If you want to add an immediate goth touch to your closet, Halloween prints are an easy way to get some ghoulish vibes. Gone are the days when Halloween fabric was restricted in offerings and limited to one month out of the year. Today, you can find skulls, ghosts, and all matter of spooky stuff year round, and the choices available during Halloween season are so many that a trip to Joanns might severely deplete your bank account.
Of course, not all Halloween prints are created equal, but there are so many options that you are sure to find something that matches your aesthetics. I stay away from anything too colorful or cutesy. My preferences lie with black background, white details, or monochromatic prints. You favor bright colors and bold prints? Let’s be friends! There is something for everyone.
Where to Find Halloween Fabric
Joann is a juggernaut in the world of fabrics and crafts. Halloween season starts early here—I was reading Halloween/sewing forum posts about Joann releases back in June/July. There are lots of options: cute Halloween, Disney spooky prints, pinup zombies… pick your monster, and Joann will have it.
Some of the prints are available year round from the online store. Others are released only for the current season. If you find a print that you really like, it is not a bad idea to buy a bit more—just in case this is not one of their perennial options.
Now that Joann has entered the space of print-to-order, many of its Halloween prints are available in a variety of fibers and fabric types. Joann also carries a collection of costume fabrics that includes pleather, vinyl, and net fabric. I bought a few yards of this gorgeous skull and bones net fabric, but I wish I had bought more.
With so many options, you are bound to find something spooky at Fabric.com—just be prepared to browse the hell out of the site. The easiest way to find your way through Fabric.com’s dizzyingly large inventory is using the search feature. Run a search for the term Halloween, and you will find lots and lots of options. I also like to look for words that are related to spooky or scary things.
I found my two most favorite fabrics here. The first one is Goth Bugs by Michael Miller, the other Art Gallery’s Purranormal Activity. Unfortunately, neither is available.
Spoonflower is the place for, well, anything you can think of. Much like with the two stores above, the vastness of Spoonflower’s selections make it time consuming to find anything. The good thing is, once you find a designer that you like, you can explore their work, or you can use one of the terms associated with the design to expand your search.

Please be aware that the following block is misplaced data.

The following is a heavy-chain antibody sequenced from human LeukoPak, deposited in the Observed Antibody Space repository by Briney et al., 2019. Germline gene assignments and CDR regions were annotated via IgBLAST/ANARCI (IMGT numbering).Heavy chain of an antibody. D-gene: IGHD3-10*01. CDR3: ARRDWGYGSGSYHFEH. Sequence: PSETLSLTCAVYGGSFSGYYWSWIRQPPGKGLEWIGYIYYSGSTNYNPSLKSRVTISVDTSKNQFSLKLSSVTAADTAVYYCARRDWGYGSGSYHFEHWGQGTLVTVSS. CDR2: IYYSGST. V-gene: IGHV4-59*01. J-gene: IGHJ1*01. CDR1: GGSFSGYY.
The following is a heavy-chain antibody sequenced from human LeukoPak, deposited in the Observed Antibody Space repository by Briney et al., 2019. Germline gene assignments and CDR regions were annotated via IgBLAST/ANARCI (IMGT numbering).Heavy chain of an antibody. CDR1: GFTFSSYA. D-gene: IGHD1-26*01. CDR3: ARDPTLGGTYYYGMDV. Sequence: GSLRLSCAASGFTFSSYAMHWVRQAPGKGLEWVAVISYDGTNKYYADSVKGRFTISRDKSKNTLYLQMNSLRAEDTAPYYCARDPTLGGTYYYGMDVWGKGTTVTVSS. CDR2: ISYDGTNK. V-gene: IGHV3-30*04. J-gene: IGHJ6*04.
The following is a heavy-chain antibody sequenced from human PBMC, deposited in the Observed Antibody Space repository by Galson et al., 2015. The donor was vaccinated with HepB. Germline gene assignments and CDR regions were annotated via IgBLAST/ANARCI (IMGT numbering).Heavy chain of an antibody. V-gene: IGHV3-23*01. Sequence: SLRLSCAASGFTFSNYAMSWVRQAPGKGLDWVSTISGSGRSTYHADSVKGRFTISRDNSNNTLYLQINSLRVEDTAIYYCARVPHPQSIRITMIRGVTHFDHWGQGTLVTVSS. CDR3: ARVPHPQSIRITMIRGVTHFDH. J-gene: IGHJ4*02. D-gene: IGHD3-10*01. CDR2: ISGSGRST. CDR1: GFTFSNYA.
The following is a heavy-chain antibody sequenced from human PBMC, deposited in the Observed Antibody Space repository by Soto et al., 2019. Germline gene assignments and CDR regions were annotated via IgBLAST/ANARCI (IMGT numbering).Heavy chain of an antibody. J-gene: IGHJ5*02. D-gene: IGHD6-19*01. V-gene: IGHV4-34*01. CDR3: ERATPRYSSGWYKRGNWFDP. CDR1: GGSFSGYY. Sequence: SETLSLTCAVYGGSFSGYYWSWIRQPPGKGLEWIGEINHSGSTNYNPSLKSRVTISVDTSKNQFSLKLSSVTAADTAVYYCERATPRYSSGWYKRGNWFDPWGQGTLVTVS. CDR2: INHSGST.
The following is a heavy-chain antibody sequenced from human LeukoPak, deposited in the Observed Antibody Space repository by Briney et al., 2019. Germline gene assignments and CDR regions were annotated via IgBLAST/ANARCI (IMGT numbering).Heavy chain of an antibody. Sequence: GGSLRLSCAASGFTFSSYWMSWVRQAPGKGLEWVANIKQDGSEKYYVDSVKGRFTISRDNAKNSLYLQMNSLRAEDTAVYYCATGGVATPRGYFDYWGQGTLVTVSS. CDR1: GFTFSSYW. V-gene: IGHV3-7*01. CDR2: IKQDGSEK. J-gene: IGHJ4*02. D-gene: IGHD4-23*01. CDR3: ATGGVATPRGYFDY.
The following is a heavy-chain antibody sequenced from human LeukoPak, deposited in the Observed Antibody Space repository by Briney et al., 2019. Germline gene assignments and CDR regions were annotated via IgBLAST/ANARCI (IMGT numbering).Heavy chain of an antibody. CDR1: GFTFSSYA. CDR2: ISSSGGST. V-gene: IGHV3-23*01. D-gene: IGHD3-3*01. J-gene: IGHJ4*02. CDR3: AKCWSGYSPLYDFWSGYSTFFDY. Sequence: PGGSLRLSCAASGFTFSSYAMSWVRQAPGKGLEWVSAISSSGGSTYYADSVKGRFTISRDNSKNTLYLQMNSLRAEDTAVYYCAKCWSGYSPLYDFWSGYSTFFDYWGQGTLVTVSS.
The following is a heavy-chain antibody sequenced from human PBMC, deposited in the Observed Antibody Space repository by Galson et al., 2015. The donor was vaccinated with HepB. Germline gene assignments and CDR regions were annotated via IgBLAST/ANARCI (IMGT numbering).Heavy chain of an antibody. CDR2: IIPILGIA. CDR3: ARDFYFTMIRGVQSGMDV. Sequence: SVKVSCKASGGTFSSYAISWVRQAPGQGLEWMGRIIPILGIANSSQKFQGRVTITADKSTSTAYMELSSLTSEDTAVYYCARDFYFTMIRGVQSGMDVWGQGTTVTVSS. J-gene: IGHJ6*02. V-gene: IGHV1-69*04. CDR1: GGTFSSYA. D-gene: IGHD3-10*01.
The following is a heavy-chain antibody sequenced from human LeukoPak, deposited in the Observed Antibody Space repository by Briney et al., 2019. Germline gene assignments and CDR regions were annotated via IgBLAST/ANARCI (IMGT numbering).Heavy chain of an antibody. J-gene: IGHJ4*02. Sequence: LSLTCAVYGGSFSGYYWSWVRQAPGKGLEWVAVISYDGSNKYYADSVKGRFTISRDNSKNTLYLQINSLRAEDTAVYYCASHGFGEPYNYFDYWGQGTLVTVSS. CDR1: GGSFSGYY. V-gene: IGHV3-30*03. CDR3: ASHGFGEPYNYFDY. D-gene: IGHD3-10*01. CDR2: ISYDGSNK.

The greatest advantage of Spoonflower is the variety of fibers and options when it comes to fabric. Most Halloween prints come in quilting cotton. With Spoonflower, however, you can choose the fabric—cotton, linen, velvet, chiffon, pique… no other store offers as many options.
Most of the Spoonflower stuff is quite busy, and I’ve read and heard that black backgrounds don’t come out black, so there is not a lot for me here. There is one designer that I follow and find her work amazing. You will find her as Dorkabrain on Spoonflower. Her work is a mixture of spooky themes with a whimsical touch.
Mood has just released a couple of Halloween-inspired collections. The prints are more sophisticated and come in fibers not usually found with Halloween prints.
The Nevermore Collection, inspired by the works of Edgar Allan Poe, come in a black, white, and red palette in premium printed rayon batiste and stretch cotton poplin fabrics. Black Cat (black cats against a red background in rayon batiste or stretch cotton poplin) and Berenice (black teeth against a white background in rayon batiste or stretch cotton poplin) fill my librarian’s heart with joy.
The Abandoned Collection explores forlorn houses, archways, and handprints. The collection includes rayon batiste and stretch cotton poplin fabrics in black, cream, green, and rust colors.
The most Halloween of all the collections is the Jack-O-Lantern. In purple, orange, and yellow, the prints focus on, well, Jack-O-Laterns. It is the collection with the widest variety of fibers— stretch cotton sateen, linen woven, and rayon batiste.
How to Use Halloween Fabrics
You can sew anything with Halloween fabrics. I favor patterns that do not have a lot of details so that I don’t have to try to match the print across seams. I especially like skirts with no front seams so that the glorious Halloween print can shine. Pick your monster, pick your pattern, and wear your Halloween garment any time you want.
What are you going to share your favorite Halloween fabric year round? Let me know in the comments below.